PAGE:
We expect the students we graduate to be better educated and ready to take on business challenges in finance

Two years ago the finance department introduced many course changes in response to new demands in the business world. This past summer, department chair Chuck Linke established a committee to make curriculum enhancement an on-going activity in the college. Specific objectives are to keep course content current and relevant; to make our graduates even more employable; to make them better employees; and to help the faculty better understand the needs of employers. Observers will note the close relationship to Total Quality Management that many industry leaders follow: Customer Focus - on students and employers; Continuous Improvement - frequent and modest changes to courses in response to the market place; and Teamwork - use of the combined skills and knowledge of the faculty and advice from the many businessmen that we interact with on a regular basis.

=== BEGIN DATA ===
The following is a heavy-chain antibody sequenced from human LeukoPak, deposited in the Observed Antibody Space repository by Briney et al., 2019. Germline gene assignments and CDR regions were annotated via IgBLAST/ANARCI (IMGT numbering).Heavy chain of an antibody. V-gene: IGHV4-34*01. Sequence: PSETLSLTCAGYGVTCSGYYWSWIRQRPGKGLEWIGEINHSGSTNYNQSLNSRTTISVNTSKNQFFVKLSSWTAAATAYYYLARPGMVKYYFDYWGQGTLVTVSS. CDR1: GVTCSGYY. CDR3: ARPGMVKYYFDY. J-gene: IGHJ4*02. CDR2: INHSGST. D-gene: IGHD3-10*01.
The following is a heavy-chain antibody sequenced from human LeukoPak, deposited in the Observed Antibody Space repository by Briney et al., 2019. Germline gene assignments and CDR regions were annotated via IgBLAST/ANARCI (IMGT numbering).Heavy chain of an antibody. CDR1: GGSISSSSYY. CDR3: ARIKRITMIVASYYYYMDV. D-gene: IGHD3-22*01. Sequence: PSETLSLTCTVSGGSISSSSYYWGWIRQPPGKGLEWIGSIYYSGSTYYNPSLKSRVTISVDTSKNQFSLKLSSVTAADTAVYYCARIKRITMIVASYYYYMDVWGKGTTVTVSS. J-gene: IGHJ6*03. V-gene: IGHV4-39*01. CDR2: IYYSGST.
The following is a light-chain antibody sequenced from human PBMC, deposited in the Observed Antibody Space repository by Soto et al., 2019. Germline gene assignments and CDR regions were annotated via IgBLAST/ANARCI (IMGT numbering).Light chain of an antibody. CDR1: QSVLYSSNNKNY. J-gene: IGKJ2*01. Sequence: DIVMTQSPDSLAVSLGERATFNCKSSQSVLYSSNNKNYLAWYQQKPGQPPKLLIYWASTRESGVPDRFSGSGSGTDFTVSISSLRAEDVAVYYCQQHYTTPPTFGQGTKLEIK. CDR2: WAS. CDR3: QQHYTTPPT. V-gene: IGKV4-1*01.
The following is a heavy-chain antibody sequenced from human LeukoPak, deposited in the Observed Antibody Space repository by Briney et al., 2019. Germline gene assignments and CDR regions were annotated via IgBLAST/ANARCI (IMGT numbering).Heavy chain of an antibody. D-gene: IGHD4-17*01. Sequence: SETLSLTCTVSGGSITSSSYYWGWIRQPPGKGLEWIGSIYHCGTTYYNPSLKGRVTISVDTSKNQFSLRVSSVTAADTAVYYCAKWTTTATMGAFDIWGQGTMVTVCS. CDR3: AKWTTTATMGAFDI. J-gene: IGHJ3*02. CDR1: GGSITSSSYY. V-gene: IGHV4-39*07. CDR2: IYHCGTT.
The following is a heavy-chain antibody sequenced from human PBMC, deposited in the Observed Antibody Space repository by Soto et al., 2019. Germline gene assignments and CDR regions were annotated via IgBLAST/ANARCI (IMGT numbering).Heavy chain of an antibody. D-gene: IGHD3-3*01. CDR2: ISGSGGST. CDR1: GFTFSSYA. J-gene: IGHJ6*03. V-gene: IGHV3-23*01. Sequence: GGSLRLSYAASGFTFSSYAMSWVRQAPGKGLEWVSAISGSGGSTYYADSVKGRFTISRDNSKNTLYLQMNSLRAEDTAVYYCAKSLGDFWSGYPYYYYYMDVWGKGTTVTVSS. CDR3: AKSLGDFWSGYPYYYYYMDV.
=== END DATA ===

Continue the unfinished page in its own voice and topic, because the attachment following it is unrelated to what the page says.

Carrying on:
This committee is in the early stages of working out a strategy. The department intends to make additional use of finance executives in business. Some of these business persons visit campus to make presentations to classes. Some already serve on advisory boards for specialties within the department. Whatever method we adopt, we expect our end product, the students we graduate, to be better educated and ready to take on business challenges in finance.

The long arm of the finance department just got longer. This fall, four faculty members are teaching a course in graduate banking at Murdock University in Perth, Australia. ProfessorsElijah Brewer, William Bryan, George Pennacchi will travel to Perth, in tandem, teach different aspects of the banking course, and provide seminars to Australian bankers. This course has been arranged through the Office for Banking Research at the college and is being underwritten by a group of private banks in Australia.